Alternative Hunting and Cooking Methods

Getting prepared for any survival situation is different whether it is a natural disaster, economic collapse, or an invasion from foreign or domestic enemies, etc. Any of these reasons will be followed by an invasion from those set out to destroy us, and having the right tools are essential.

When we think of the right tools, we usually think of food, shelter and firepower. Many have put their life savings into guns and ammunition but if you have saved a little, consider the education I am going to lend to you.

You are out to scavenge for food, quietly approaching a nice kill that is sure to feed your family good for some time.  You cautiously bring your weapon up to your shoulder, keeping a steady, firm grip in order not to miss your target. You have the perfect shot and you pull the trigger, “BANG.” The gun fires and the game falls, success, or was it?

You are the caretaker of your wife and children, but what have you just done besides collect a vital resource to provide the necessary requirements to life? You have given away any secrecy you might have had if anyone was close enough to hear your shot.

When men are hunting men, you must become a “ninja” when at all possible for the safety of you and your family. You could build illegal suppressors and silencers, hoping not to get caught and put in prison, or you can begin learning alternative weaponry.

Long before guns and even after, many tribes have successfully used many non-explosive weapons and maintain survival. Have I built up an ammunition collection, of course I have. But I do not plan on using it for any food source. I have blades, hatchets, throwing objects and bows that will become my primary hunting devices. Silence is my number one goal during any invasive situation.

Unless you are in a small community with scouts, you will have no idea just how close you are to being located and you must do your best to stay in the shadows.

You have many modernized, but ancient tools at your disposal such as bows, slingshots, boomerangs and much more. They all have the potential to be utilized in any hunting situation. Remember, bows and sling shots will wear out, so you must keep up on maintaining them and prepare with a few different tools. Blades will dull, but keeping a sharpening stone will assure long life for any edged weapons. Arrows will break and some will be lost, so stock up. Practice on shaping stones and making your own set up for any long-term survival.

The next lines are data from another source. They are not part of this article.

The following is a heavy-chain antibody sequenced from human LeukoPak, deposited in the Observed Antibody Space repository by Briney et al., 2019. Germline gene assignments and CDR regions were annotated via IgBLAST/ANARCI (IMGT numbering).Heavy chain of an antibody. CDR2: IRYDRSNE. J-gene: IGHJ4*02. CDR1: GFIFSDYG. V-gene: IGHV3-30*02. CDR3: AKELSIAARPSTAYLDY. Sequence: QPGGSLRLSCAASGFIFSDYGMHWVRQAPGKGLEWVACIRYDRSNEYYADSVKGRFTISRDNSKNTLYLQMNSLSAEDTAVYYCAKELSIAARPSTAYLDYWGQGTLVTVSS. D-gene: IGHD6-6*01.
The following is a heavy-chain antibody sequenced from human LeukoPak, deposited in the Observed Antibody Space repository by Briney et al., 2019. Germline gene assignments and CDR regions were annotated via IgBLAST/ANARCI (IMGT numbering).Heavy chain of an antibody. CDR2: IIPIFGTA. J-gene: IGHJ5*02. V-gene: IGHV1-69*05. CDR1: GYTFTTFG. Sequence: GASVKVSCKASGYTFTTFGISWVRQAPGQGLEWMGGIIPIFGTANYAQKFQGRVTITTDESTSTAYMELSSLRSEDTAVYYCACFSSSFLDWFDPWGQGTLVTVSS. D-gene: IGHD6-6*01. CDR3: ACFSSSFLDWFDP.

Now, you have learned quieter methods and become successful at hunting with them. You collect your kill and return to your family, ready to prepare a much needed meal. Have you taken the proper precautions to begin cooking?

There is a pretty good chance we will not have the luxury of conventional cooking equipment and cooking on an open fire is sometimes tastier, however, it also will put out smoke signals saying, “Hey, I am over here!” Building a stove now will help you later should you need it.

Think back to the moonshiners who “cooked” liquor by the gallons without out being spotted. How did they do this without smoke rising into the sky? A lot of it could have been passed off as exhaust from a chimney in that era, but others went a step further. You can build a stove utilizing the same concept of your highly efficient gas furnaces you see in homes today. Twisting and turning smaller tubes that are air cooled allows the hot air/exhaust to have heat removed, bringing the temperature back close to the ambient temperature. You will have much to the same effect as the “worm” on the old steels that allowed the alcohol to cool back into a liquid state after everything else was burnt off. The other option you have comes to us from the Maori tribe who still occupy much of New Zealand to this day. That method is cooking underground. You will have minimal exhaust from the initial heating of the stones but not near what you would from an open camp fire. You can learn to make your own Imu, which is widely used in Hawaii, and I will say with firsthand experience, you cannot taste a better pig than one cooked in an Imu.

Hopefully, we will not need to do any of the above, but knowing how could do one of two things. First, it could save your family’s life. Second it could become a very nice bonding tool and art to pass down to your children to make sure the knowledge is kept alive throughout generations to come.

Bryan Turner

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